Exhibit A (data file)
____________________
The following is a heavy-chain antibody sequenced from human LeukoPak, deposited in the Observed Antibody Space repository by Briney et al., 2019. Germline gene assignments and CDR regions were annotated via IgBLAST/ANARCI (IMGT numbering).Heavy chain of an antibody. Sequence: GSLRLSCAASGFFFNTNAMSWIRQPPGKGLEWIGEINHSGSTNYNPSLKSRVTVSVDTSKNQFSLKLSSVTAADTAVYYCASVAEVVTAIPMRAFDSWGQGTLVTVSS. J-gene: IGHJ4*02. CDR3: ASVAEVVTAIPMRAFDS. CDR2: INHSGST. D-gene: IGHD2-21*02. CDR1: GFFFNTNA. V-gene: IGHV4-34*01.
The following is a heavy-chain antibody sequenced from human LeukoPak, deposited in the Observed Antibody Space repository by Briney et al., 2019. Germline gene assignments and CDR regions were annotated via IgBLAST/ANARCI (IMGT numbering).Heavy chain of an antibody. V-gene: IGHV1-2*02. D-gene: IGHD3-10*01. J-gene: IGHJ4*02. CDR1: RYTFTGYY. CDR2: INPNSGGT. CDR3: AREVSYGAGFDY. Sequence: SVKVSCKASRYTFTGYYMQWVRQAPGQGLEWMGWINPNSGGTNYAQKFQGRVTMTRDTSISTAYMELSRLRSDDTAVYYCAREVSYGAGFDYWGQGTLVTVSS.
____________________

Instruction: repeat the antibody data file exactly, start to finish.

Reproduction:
The following is a heavy-chain antibody sequenced from human LeukoPak, deposited in the Observed Antibody Space repository by Briney et al., 2019. Germline gene assignments and CDR regions were annotated via IgBLAST/ANARCI (IMGT numbering).Heavy chain of an antibody. Sequence: GSLRLSCAASGFFFNTNAMSWIRQPPGKGLEWIGEINHSGSTNYNPSLKSRVTVSVDTSKNQFSLKLSSVTAADTAVYYCASVAEVVTAIPMRAFDSWGQGTLVTVSS. J-gene: IGHJ4*02. CDR3: ASVAEVVTAIPMRAFDS. CDR2: INHSGST. D-gene: IGHD2-21*02. CDR1: GFFFNTNA. V-gene: IGHV4-34*01.
The following is a heavy-chain antibody sequenced from human LeukoPak, deposited in the Observed Antibody Space repository by Briney et al., 2019. Germline gene assignments and CDR regions were annotated via IgBLAST/ANARCI (IMGT numbering).Heavy chain of an antibody. V-gene: IGHV1-2*02. D-gene: IGHD3-10*01. J-gene: IGHJ4*02. CDR1: RYTFTGYY. CDR2: INPNSGGT. CDR3: AREVSYGAGFDY. Sequence: SVKVSCKASRYTFTGYYMQWVRQAPGQGLEWMGWINPNSGGTNYAQKFQGRVTMTRDTSISTAYMELSRLRSDDTAVYYCAREVSYGAGFDYWGQGTLVTVSS.